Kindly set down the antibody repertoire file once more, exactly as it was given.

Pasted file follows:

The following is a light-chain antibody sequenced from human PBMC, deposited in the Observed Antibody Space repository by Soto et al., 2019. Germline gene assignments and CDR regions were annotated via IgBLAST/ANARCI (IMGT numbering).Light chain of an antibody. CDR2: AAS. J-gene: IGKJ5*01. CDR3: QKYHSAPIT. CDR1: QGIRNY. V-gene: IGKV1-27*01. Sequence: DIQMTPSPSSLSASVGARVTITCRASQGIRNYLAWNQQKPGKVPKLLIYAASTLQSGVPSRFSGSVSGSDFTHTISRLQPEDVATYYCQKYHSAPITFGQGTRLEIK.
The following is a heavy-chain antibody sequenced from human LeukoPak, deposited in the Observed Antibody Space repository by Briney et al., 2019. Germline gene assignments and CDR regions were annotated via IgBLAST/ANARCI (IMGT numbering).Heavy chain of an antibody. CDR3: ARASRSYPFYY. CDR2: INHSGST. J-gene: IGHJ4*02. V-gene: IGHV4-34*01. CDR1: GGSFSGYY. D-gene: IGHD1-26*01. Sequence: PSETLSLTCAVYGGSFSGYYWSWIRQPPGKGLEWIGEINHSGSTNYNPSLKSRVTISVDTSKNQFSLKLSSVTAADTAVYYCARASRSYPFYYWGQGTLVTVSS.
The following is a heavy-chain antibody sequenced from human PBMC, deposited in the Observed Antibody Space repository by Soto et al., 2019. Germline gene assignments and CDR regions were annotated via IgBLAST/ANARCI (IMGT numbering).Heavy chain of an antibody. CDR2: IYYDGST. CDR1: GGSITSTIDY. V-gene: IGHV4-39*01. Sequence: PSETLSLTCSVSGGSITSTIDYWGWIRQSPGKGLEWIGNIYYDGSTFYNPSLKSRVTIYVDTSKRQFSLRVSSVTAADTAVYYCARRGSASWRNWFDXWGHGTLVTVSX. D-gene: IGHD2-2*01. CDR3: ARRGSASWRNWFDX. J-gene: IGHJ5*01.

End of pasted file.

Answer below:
The following is a light-chain antibody sequenced from human PBMC, deposited in the Observed Antibody Space repository by Soto et al., 2019. Germline gene assignments and CDR regions were annotated via IgBLAST/ANARCI (IMGT numbering).Light chain of an antibody. CDR2: AAS. J-gene: IGKJ5*01. CDR3: QKYHSAPIT. CDR1: QGIRNY. V-gene: IGKV1-27*01. Sequence: DIQMTPSPSSLSASVGARVTITCRASQGIRNYLAWNQQKPGKVPKLLIYAASTLQSGVPSRFSGSVSGSDFTHTISRLQPEDVATYYCQKYHSAPITFGQGTRLEIK.
The following is a heavy-chain antibody sequenced from human LeukoPak, deposited in the Observed Antibody Space repository by Briney et al., 2019. Germline gene assignments and CDR regions were annotated via IgBLAST/ANARCI (IMGT numbering).Heavy chain of an antibody. CDR3: ARASRSYPFYY. CDR2: INHSGST. J-gene: IGHJ4*02. V-gene: IGHV4-34*01. CDR1: GGSFSGYY. D-gene: IGHD1-26*01. Sequence: PSETLSLTCAVYGGSFSGYYWSWIRQPPGKGLEWIGEINHSGSTNYNPSLKSRVTISVDTSKNQFSLKLSSVTAADTAVYYCARASRSYPFYYWGQGTLVTVSS.
The following is a heavy-chain antibody sequenced from human PBMC, deposited in the Observed Antibody Space repository by Soto et al., 2019. Germline gene assignments and CDR regions were annotated via IgBLAST/ANARCI (IMGT numbering).Heavy chain of an antibody. CDR2: IYYDGST. CDR1: GGSITSTIDY. V-gene: IGHV4-39*01. Sequence: PSETLSLTCSVSGGSITSTIDYWGWIRQSPGKGLEWIGNIYYDGSTFYNPSLKSRVTIYVDTSKRQFSLRVSSVTAADTAVYYCARRGSASWRNWFDXWGHGTLVTVSX. D-gene: IGHD2-2*01. CDR3: ARRGSASWRNWFDX. J-gene: IGHJ5*01.